Alpacas produce one of the world’s finest and most luxurious natural fibers that are as soft as cashmere and even warmer, lighter and stronger than wool. The Alpaca fibers come in about twenty-two basic colors with numerous variations and blends. This is more variety then any other fiber producing animal! For those of you concerned with the Alpacas safety, you should know that the fibers are clipped from the animal without causing it any harm or injury.
There are two types of alpacas to consider - the Huacaya and the Suri. The lifespan of the alpaca is approximately 20 years and development is about eleven months. Alpacas eat grasses and chew a cud. Adult alpacas grow to be about 36" tall at the withers and generally weigh between 100 and 200 pounds. They are gentle and very easy to handle since Alpacas don't have incisors, horns, hooves or claws. The Alpacas require minimal fencing and can be pastured at about 5 to 10 animals per acre.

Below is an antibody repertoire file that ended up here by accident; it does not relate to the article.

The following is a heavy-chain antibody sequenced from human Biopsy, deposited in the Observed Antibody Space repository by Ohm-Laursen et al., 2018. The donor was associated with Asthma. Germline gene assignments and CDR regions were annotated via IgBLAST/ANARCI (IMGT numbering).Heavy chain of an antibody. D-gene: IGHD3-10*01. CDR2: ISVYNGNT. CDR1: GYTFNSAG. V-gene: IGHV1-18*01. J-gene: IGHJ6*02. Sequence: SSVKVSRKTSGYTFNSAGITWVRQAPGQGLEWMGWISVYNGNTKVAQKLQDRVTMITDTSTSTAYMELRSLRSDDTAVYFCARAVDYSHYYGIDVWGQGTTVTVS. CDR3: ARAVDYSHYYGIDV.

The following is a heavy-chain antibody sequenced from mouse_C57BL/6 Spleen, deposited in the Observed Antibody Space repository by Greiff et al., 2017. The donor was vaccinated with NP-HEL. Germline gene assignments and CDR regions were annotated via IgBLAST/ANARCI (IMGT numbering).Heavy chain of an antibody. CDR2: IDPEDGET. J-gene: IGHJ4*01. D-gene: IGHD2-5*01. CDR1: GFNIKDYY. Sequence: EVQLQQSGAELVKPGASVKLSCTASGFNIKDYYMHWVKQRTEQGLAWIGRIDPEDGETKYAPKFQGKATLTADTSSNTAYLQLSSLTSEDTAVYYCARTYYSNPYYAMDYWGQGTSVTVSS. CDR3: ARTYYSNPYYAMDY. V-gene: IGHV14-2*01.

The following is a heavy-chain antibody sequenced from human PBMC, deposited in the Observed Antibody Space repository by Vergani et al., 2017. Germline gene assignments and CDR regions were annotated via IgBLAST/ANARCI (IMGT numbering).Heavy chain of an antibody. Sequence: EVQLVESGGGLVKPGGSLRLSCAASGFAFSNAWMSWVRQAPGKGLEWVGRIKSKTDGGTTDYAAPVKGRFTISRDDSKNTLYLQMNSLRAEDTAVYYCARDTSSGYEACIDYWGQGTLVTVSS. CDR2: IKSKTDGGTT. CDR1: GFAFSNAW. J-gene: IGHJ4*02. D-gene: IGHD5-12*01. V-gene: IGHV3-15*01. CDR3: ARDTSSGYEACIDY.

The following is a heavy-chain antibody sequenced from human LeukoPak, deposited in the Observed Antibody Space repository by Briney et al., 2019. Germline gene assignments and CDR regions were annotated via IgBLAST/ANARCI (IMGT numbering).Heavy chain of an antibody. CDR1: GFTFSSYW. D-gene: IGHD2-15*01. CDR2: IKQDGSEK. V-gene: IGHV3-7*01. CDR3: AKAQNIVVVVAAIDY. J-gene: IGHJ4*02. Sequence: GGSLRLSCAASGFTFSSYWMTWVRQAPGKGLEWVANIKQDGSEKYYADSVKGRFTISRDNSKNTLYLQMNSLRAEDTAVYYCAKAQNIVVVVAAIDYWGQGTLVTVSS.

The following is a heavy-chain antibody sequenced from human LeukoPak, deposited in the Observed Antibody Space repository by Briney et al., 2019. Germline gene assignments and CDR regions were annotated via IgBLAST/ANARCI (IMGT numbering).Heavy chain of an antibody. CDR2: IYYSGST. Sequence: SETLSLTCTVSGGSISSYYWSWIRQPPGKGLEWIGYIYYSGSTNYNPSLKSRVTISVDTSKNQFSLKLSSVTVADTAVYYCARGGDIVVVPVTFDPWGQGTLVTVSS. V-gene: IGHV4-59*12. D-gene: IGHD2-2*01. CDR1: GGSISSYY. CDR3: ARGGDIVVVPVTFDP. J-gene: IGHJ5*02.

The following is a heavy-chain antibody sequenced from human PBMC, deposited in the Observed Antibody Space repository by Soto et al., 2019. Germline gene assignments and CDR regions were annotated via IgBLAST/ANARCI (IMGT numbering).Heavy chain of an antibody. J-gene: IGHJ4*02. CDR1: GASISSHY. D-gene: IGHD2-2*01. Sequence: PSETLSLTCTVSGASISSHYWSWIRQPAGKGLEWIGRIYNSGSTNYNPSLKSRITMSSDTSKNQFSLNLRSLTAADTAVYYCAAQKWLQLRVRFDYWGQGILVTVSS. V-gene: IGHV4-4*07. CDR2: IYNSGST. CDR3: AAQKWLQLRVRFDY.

The Alpaca Owners and Breeders Association (AOBA) along with Regional Affiliates have sanctioned national committees addressing every aspect of the industry. The Alpaca Fiber Cooperative of North America (AFCNA) accepts fleece from its members, and turns the precious textile into quality alpaca garments and products.
Alpacas were first imported to the U.S. in 1984. They derive from the ancient Incan civilization in which they played an essential role in their culture. Today, Alpacas are being profitably raised and enjoyed throughout the world. .